Telluride Historical Museum is located at 201 West Gregory Avenue in Tulleride, Colorado. The goal of the museum is to promote the region's history. The museum utilizes outreach, interactive programs and exhibits to meet its goals. The regions geology, gold, silver, mining town roots and the Native American Ute can all be studied at the Telluride Historical Museum.
The ups and downs of Telluride can be explored at the Telluride Historical Museum. The early technology utilized in the extraction of precious metals and the dangers associated with the mining of hard rocks are all explored in the museums exhibits. The organization of miners to share the profits and how they survived harsh management that lead to intrigue, murder and labor strikes are all are all taught at the museum.
The Rio Grande Southern Railroad's arrival in Telluride and how it changed the town is all shown in the exhibits at the Telluride Historical Museum. The innovations that were required for the people living in the San Juan Mountains are all studied at the museum. The way the town began to turn into a ghost town is shown as well.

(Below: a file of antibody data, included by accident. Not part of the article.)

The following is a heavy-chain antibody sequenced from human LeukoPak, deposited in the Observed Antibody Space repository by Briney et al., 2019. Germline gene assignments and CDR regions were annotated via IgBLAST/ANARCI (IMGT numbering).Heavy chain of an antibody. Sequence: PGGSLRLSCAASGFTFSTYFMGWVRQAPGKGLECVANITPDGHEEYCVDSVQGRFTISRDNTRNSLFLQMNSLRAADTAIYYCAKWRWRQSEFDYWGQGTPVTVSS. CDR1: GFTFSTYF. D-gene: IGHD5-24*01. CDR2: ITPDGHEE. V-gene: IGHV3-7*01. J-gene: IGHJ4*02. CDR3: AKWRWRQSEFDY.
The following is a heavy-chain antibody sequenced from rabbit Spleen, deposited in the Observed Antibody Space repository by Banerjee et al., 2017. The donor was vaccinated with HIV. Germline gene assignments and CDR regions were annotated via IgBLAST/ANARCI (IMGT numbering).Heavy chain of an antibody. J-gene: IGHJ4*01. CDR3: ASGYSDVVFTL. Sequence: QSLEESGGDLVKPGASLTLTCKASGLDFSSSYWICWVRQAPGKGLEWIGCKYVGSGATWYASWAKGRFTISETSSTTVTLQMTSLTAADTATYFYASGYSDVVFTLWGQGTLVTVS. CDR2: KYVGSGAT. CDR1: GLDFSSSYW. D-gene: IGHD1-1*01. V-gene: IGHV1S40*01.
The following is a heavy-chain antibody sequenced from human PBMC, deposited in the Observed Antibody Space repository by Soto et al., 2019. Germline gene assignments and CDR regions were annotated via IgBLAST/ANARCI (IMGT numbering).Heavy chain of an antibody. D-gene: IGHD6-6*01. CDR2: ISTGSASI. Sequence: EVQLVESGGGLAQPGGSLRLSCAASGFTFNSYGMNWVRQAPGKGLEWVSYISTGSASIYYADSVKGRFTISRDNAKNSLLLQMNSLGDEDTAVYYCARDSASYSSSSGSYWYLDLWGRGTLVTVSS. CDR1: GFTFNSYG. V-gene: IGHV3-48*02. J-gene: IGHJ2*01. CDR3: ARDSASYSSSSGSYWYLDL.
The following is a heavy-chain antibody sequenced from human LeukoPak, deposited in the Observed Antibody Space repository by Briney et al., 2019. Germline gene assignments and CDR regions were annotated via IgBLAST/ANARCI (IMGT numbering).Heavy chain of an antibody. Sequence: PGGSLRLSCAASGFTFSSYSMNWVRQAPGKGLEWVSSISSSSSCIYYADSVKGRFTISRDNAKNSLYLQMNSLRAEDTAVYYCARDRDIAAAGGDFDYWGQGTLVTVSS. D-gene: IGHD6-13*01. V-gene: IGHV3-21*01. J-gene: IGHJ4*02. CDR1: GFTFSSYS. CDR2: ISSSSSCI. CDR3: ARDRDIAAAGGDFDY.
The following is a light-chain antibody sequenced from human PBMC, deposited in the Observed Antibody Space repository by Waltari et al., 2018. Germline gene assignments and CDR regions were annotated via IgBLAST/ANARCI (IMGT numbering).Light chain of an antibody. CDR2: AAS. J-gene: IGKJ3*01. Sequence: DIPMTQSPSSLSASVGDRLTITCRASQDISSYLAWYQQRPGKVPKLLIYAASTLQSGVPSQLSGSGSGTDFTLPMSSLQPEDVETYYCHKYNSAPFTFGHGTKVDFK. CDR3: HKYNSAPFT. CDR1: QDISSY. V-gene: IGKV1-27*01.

The Telluride Blanket is among the objects on display at the Telluride Historical Museum. The blanket shows the 19th century arrival of the Anasazi culture. The blanket was found in a cliff dwelling in Utah during 1896 by Ed and Mel Turner. The two were cattle ranchers chasing cattle that had strayed. The blanket was later given to W.E. Wheeler to pay a debt; when Wheeler died during 1935 and went virtually unnoticed until 1970 when the blanket was received by the Telluride Historical Society.
The trunk the society received contained an old photograph of an ancient village. This dated the blanket back AD 1041 and 1272. There are gardens at the Telluride Historical Museum as well. The garden blooms all summer long. A number of the museum's exhibits are stored under glass to protect them.
There are also a number of events at the Telluride Historical Museum including the opening of exhibits, tours, lectures and receptions. The Fireside Chats that are held in the Mountain Village are coordinated by the museum. There are also tours of the Lone Tree Cemetery, a booth for a Farmer's Market and a celebration for the 4th of July. The Heritage Festival is held by the Telluride Historical Museum in addition to a number of more festivities that the museum sponsors.
Telluride Historical Museum hosts the Telluride Unearth which takes a look at the history of Telluride and science with a series of lectures. The evening program has guest scholars in the evening and the next morning regional schools are visited. This is to expose students of the area to national educators. This project is a partnership between the Crow Canyon Archaeological Center, Pinhead Institute and the Telluride Historical Museum.
Anyone with an interest in history that dates back centuries should make it a point to visit the Telluride Historical Museum and experience the exhibits and programs first hand.